Royal Princess Cabins

Editor Rating
Very Good
Chris Gray Faust
Executive Editor, U.S.

The Royal Princess cruise ship cabins are generally smaller than you find on older Princess ships, with noticeably smaller balconies. They do, however, feature the line's Princess Luxury Bed, designed in collaboration with "Dr. Sleep." It's one of the most comfortable that we've experienced at sea, and while it takes up more space, the extra size is worth it.

Staterooms fall into four different categories: Suites, which are made up of Penthouse Suites (to many, the best cabins on Royal Princess) and Premium Suites; Mini-Suites; Balcony (including Premium Deluxe, Deluxe and standard Balcony cabins), and Inside cabins. Adjoining staterooms are available for large families needing more than one cabin.

Royal Princess Cabins Include Mini-Fridges and Great Beds

All cabins on Royal Princess have two twin beds or one queen and all the usual amenities, such as a flat-screen television with video on demand, small desk, in-room safe, direct dial telephone, a small armchair and a small fridge. There's a small closet with some storage, and suitcases can go under the bed. One noticeable fault we saw: There are no USB ports.

Bathrooms have large showers with hand-held showerheads, although the shower curtains are clingy. Sinks are square to provide more vanity space, mirrors feature built-in vanity lighting and beds have pillow-top mattresses and upholstered headboards. Basic toiletries (shampoo and shower gel) are located in the shower.

Interior: The standard Royal Princess Inside cabin comes in at 166 to 175 square feet, which is fairly standard for the cruise line.

Balcony:  Royal Princess Balcony cabins are 222 square feet (181-square-foot cabins with 41-square-foot balconies). They include all the features of an inside cabin, plus spacious closets. Private verandas are each outfitted with two mesh chairs and a cocktail table.

The Deluxe Balcony cabin is only deluxe if you compare it with the standard balconies; while pleasant, they are small. They come in at 233 square feet (192 square feet inside, plus a 41-square-foot balcony), and the only real difference is a couple of extra feet in each stateroom for a loveseat. They each have a decent-sized space for hanging clothes, but the shower-only bathroom, the same as those found in the lower-category cabins, is ridiculously cramped for a modern cruise ship -- and it's got the dreaded clingy shower curtain. Its balcony layout is identical to that of the standard veranda staterooms.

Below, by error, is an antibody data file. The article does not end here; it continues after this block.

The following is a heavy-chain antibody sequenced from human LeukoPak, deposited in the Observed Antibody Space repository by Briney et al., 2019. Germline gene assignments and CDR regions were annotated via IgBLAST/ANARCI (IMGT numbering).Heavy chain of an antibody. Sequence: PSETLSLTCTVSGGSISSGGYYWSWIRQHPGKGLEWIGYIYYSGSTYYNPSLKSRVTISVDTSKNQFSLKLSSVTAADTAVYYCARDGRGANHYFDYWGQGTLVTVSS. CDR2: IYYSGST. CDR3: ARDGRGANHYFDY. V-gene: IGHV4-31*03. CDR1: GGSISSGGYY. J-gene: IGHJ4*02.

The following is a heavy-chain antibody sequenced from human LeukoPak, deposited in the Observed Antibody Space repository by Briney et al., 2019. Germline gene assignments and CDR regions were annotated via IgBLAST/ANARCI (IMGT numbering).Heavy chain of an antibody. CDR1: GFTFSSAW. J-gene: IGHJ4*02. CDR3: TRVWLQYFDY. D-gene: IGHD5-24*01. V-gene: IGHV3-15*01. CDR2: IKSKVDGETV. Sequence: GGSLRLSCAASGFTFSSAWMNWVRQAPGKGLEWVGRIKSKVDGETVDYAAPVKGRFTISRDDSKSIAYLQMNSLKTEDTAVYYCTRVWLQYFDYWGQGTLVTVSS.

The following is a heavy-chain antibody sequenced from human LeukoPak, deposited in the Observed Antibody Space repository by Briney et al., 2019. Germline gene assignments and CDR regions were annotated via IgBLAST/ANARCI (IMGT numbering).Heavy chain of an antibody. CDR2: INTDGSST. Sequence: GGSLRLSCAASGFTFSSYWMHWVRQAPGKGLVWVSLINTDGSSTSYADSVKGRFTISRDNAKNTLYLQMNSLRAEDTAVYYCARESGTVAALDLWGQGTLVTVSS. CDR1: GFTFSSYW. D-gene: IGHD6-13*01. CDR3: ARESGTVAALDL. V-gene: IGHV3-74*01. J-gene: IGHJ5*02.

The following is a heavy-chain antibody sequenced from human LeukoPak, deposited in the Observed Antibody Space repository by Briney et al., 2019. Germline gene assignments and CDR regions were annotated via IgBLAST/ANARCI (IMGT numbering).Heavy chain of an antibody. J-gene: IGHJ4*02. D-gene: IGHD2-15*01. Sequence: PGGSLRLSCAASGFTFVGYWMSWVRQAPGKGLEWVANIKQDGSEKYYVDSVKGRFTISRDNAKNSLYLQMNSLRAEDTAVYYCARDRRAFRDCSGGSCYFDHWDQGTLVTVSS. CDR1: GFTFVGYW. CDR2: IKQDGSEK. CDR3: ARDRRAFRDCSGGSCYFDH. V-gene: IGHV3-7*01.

A number of standard Balcony and Deluxe Balcony cabins on decks 8, 15 and 16 have obstructed views.

At 242 to 312 square feet, Premium Deluxe Balcony staterooms have the largest balconies of non-suite staterooms on Royal Princess. These cabins can be found in the aft section of decks 8 through 15.

Mini-Suites:  Mini-Suites measure between 299 and 329 square feet. The big draw here is a curtain -- you can draw it close -- which has been added to separate living and sleeping areas. Mini-suites get the same general stateroom amenities, plus decorative central lighting fixtures, marble-topped counters and two flat-screen TV's instead of one. The biggest disappointment with the Royal Princess mini-suite? They get the same tiny, narrow balconies as standard staterooms, with the same furnishings.

The solution is to book a Club Class mini-suite, which come with extra benefits such as priority embarkation and debarkation, a special open-seating area in the dining room and evening canapes. Note that not all mini-suites are Club Class; generally, these are midship or at the back of the ship. Club Class isn't a good choice, however, if you are traveling in a group with people in a non-Club Class cabin, as they won't be able to eat with you in the special dining area.

Royal Princess Suites Offer Perks Such as Access to a Private Lounge

There are two styles of suite accommodations on Royal Princess. Penthouse Suites are the largest and range in size from 587 and 682square feet. Each features separate living and sleeping rooms, a mini-fridge, a balcony with upgraded furnishings, a bath with separate shower and tub, and a powder room. Penthouse Suites on decks 8 through 12 and 15 are corner cabins, so balconies wrap around two sides of the ship. Those on Deck 14 midship have slightly smaller balconies, but they are located adjacent to the Concierge Lounge.

Premium suites (554 square feet, with balcony) are located all the way forward, though, oddly, there is no view out of the front of the ship -- just to the side. The Premium suites are the exact same layout as Penthouse suites, and they enjoy the same features with slightly larger balconies and indoor space.

Each suite, regardless of category, features a 42-inch television, a bathroom with two sinks, a separate bath and shower with both hand-held and fixed sprays, marble floors and countertops, special toiletries and accent lighting. Suite passengers (not including those in mini-suites) also are entitled to a number of extras, including complimentary laundry and cleaning services, suite-only breakfast from Sabatini's and an extended in-cabin dining menu, and access to the Concierge Lounge.

The Concierge Lounge on Deck 14 caters exclusively to suite passengers (which could be tricky if they all come at once -- it seats only 24 people) and serves a selection of hot and cold snacks and beverages that include wine (for a fee). There is limited space and no views, but it's a nice place to relax, read a magazine and have an aperitif before dinner.

The real benefit is that you can avoid traipsing down to Guest Services and having to deal with the lines there. A dedicated staff member deals with queries on shore excursions, accounts, specialty dining and spa reservations.

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